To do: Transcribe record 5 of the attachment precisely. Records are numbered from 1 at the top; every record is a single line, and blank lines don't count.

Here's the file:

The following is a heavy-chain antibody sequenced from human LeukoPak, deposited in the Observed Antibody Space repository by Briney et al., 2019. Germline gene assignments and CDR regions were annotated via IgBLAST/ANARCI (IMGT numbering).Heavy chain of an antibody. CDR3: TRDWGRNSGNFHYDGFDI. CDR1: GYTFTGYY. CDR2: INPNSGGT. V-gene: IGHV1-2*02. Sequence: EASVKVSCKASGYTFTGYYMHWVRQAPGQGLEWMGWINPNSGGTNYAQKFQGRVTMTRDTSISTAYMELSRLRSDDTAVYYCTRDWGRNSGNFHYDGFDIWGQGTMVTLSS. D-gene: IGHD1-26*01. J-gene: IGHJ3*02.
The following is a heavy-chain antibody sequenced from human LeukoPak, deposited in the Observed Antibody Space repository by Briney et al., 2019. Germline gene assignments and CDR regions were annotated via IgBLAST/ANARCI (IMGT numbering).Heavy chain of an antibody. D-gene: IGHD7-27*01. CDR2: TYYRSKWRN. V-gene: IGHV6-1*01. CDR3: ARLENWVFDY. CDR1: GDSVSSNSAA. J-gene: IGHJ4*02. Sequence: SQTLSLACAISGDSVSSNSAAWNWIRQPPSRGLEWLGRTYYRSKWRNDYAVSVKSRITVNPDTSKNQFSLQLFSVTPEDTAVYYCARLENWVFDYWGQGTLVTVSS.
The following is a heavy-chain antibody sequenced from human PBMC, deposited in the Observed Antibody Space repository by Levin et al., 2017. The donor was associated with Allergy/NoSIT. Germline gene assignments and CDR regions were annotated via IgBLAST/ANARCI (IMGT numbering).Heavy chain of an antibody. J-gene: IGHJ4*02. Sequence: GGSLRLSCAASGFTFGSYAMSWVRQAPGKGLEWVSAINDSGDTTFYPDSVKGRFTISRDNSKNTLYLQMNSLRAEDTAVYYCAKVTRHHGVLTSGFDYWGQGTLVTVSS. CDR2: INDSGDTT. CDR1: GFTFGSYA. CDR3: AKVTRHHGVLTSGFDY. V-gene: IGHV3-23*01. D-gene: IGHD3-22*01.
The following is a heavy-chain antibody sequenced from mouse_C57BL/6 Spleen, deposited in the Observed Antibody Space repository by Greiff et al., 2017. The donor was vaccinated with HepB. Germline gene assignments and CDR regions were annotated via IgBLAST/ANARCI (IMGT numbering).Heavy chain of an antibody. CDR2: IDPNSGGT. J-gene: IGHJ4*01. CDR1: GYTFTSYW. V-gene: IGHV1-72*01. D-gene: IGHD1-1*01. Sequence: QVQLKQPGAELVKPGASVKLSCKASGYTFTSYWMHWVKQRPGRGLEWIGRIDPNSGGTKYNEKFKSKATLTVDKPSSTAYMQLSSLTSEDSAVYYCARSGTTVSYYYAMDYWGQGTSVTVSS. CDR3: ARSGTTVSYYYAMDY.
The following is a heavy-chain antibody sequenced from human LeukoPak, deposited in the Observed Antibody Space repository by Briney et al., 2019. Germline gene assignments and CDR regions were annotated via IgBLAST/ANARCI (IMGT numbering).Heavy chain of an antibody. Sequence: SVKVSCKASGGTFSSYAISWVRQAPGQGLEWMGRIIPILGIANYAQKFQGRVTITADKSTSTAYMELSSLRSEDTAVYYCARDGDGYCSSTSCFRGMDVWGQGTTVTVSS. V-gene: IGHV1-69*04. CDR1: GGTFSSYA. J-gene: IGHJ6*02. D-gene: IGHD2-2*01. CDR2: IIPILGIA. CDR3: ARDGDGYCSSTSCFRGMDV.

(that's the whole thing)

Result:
The following is a heavy-chain antibody sequenced from human LeukoPak, deposited in the Observed Antibody Space repository by Briney et al., 2019. Germline gene assignments and CDR regions were annotated via IgBLAST/ANARCI (IMGT numbering).Heavy chain of an antibody. Sequence: SVKVSCKASGGTFSSYAISWVRQAPGQGLEWMGRIIPILGIANYAQKFQGRVTITADKSTSTAYMELSSLRSEDTAVYYCARDGDGYCSSTSCFRGMDVWGQGTTVTVSS. V-gene: IGHV1-69*04. CDR1: GGTFSSYA. J-gene: IGHJ6*02. D-gene: IGHD2-2*01. CDR2: IIPILGIA. CDR3: ARDGDGYCSSTSCFRGMDV.